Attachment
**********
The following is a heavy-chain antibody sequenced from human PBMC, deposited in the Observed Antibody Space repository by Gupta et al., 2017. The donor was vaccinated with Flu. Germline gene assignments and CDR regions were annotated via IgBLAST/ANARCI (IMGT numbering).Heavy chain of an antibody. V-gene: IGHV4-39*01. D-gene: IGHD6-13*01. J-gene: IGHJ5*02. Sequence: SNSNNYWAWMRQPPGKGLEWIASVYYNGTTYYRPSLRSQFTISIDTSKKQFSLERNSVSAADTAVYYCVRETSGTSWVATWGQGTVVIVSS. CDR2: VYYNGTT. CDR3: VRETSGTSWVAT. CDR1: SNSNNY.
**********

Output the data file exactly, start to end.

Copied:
The following is a heavy-chain antibody sequenced from human PBMC, deposited in the Observed Antibody Space repository by Gupta et al., 2017. The donor was vaccinated with Flu. Germline gene assignments and CDR regions were annotated via IgBLAST/ANARCI (IMGT numbering).Heavy chain of an antibody. V-gene: IGHV4-39*01. D-gene: IGHD6-13*01. J-gene: IGHJ5*02. Sequence: SNSNNYWAWMRQPPGKGLEWIASVYYNGTTYYRPSLRSQFTISIDTSKKQFSLERNSVSAADTAVYYCVRETSGTSWVATWGQGTVVIVSS. CDR2: VYYNGTT. CDR3: VRETSGTSWVAT. CDR1: SNSNNY.